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Across China: Scientists pinpoint timing of mass extinction 200 mln years ago

This image shows the pattern of terrestrial ecosystem collapse process at different latitudes at the end of the Permian period.(Xinhua)


A research team led by Chinese scientists has pinpointed the timing of the mass extinction of land life that occurred more than 200 million years ago, according to Nanjing University.

The team's study reveals that different ecosystems respond at different rates to environmental degradation, helping to more accurately piece together the process of mass extinction.

The mass extinction at the end of the Permian period was the worst mass extinction event in geological history, wiping out more than 80 percent of marine species and about 90 percent of land species, said Shen Shuzhong from Nanjing University, who led the research.

Previously, scientists generally believed that the mass extinction occurred about 252 million years ago, but there was a lack of detailed research on its process in different regions and ecosystems, said Shen, who is also an academician of the Chinese Academy of Sciences.

Now, after more than 10 years of field sampling and high-precision isotope dating, researchers from China and the United States have for the first time accurately determined the specific time of the mass extinction of terrestrial organisms in the low-latitude region at the end of the Permian period.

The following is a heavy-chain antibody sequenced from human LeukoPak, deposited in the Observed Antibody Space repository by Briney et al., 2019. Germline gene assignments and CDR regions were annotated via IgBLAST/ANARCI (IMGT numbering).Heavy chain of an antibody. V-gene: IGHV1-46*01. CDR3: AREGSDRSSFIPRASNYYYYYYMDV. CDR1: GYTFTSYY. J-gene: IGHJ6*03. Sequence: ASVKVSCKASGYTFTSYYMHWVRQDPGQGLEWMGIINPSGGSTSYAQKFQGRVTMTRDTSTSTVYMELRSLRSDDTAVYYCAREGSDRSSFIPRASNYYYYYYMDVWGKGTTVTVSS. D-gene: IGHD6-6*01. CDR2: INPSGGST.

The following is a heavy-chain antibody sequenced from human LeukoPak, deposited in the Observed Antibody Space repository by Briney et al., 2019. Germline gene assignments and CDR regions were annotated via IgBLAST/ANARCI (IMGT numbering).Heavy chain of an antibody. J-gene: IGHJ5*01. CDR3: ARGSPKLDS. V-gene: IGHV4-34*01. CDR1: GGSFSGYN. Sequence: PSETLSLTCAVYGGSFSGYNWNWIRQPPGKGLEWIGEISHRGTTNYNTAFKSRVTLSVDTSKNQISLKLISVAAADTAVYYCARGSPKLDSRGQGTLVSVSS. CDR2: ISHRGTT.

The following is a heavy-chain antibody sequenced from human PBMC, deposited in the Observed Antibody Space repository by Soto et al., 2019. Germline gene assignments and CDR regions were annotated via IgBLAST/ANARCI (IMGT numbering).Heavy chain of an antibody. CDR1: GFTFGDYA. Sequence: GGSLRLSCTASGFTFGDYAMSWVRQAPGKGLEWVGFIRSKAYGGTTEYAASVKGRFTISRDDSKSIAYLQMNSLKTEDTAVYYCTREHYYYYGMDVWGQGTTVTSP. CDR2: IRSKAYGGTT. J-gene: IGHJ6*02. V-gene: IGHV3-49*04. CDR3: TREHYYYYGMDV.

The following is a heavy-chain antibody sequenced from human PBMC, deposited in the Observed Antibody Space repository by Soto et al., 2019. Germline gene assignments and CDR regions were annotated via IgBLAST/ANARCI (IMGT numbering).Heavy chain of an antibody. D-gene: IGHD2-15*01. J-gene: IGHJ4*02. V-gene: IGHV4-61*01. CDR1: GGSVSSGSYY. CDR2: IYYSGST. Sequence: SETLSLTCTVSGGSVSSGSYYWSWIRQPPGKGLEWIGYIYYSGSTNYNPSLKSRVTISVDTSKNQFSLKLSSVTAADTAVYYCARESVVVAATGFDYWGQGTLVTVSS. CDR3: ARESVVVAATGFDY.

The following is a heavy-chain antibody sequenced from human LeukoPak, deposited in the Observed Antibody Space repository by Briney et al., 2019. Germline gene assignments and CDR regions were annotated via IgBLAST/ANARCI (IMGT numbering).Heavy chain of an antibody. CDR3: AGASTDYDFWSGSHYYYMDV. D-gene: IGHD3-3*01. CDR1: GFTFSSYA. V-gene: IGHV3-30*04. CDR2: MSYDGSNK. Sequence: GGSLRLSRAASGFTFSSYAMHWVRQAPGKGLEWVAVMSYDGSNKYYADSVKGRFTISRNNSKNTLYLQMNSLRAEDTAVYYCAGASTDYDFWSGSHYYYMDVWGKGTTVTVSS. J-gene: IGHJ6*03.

The researchers also compared the times of the land and marine extinctions at different latitudes, showing the characteristics of different ecosystems during the mass extinction.

The latest sampling and dating shows that at the end of the Permian period, the mass extinction of land life at low latitudes began 251.88 million years ago, at least 60,000 years later than the mass extinction of marine life, and at least 430,000 years later than the mass extinction of land life at high latitudes.

The researchers also analyzed the changes in biodiversity at different latitudes before and after the mass extinction, based on the global paleontological database.

The results show that the mass extinction at low latitudes not only occurred later, but also had a relatively low extinction rate, which may indicate that the terrestrial ecosystem at low latitudes at that time had higher environmental pressure resistance.

Scientists can more accurately restore the process of mass extinction more than 200 million years ago based on the latest results, said Shen.

At the end of the Permian period, the mass extinction of terrestrial organisms first began at the high latitudes and gradually spread to the middle and low latitudes.

The collapse of marine ecosystems had its own unique pattern and occurred more rapidly, he added.

The study was published recently in the journal Science Advances.



Source: Xinhua Net

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